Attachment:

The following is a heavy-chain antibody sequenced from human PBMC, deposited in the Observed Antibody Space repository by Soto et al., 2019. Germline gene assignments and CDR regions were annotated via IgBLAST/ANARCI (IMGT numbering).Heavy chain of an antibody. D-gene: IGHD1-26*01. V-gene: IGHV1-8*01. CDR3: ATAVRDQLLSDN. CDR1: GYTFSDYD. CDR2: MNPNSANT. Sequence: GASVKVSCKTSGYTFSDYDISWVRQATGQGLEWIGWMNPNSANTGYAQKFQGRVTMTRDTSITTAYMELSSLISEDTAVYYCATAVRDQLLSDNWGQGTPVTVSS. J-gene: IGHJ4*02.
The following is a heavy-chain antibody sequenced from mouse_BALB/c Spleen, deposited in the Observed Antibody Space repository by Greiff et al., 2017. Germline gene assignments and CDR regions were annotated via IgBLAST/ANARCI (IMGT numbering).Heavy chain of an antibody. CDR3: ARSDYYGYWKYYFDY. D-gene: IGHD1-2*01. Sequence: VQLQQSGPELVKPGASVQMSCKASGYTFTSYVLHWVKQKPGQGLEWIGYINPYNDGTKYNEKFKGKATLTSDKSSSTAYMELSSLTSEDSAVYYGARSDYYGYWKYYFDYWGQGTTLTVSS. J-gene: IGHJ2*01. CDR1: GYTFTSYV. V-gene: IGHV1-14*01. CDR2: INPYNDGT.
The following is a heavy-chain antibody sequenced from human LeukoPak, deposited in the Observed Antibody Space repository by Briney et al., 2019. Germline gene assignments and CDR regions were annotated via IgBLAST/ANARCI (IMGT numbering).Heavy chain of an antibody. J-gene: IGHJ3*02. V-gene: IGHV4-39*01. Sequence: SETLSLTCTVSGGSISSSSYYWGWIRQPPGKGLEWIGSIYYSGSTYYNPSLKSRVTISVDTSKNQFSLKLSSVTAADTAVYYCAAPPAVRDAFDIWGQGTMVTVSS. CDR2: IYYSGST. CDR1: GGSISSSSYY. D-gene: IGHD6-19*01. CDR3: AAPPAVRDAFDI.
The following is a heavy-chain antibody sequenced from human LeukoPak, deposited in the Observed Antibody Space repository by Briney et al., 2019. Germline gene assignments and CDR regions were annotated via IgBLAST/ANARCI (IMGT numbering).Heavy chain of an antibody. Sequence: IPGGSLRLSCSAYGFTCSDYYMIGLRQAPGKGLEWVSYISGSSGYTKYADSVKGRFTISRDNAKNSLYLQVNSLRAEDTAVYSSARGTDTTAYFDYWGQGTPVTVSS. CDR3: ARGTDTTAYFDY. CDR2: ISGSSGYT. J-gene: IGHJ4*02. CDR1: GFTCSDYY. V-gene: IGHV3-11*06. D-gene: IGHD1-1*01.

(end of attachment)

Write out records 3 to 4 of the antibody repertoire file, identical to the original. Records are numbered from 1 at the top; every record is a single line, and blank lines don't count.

The following is a heavy-chain antibody sequenced from human LeukoPak, deposited in the Observed Antibody Space repository by Briney et al., 2019. Germline gene assignments and CDR regions were annotated via IgBLAST/ANARCI (IMGT numbering).Heavy chain of an antibody. J-gene: IGHJ3*02. V-gene: IGHV4-39*01. Sequence: SETLSLTCTVSGGSISSSSYYWGWIRQPPGKGLEWIGSIYYSGSTYYNPSLKSRVTISVDTSKNQFSLKLSSVTAADTAVYYCAAPPAVRDAFDIWGQGTMVTVSS. CDR2: IYYSGST. CDR1: GGSISSSSYY. D-gene: IGHD6-19*01. CDR3: AAPPAVRDAFDI.
The following is a heavy-chain antibody sequenced from human LeukoPak, deposited in the Observed Antibody Space repository by Briney et al., 2019. Germline gene assignments and CDR regions were annotated via IgBLAST/ANARCI (IMGT numbering).Heavy chain of an antibody. Sequence: IPGGSLRLSCSAYGFTCSDYYMIGLRQAPGKGLEWVSYISGSSGYTKYADSVKGRFTISRDNAKNSLYLQVNSLRAEDTAVYSSARGTDTTAYFDYWGQGTPVTVSS. CDR3: ARGTDTTAYFDY. CDR2: ISGSSGYT. J-gene: IGHJ4*02. CDR1: GFTCSDYY. V-gene: IGHV3-11*06. D-gene: IGHD1-1*01.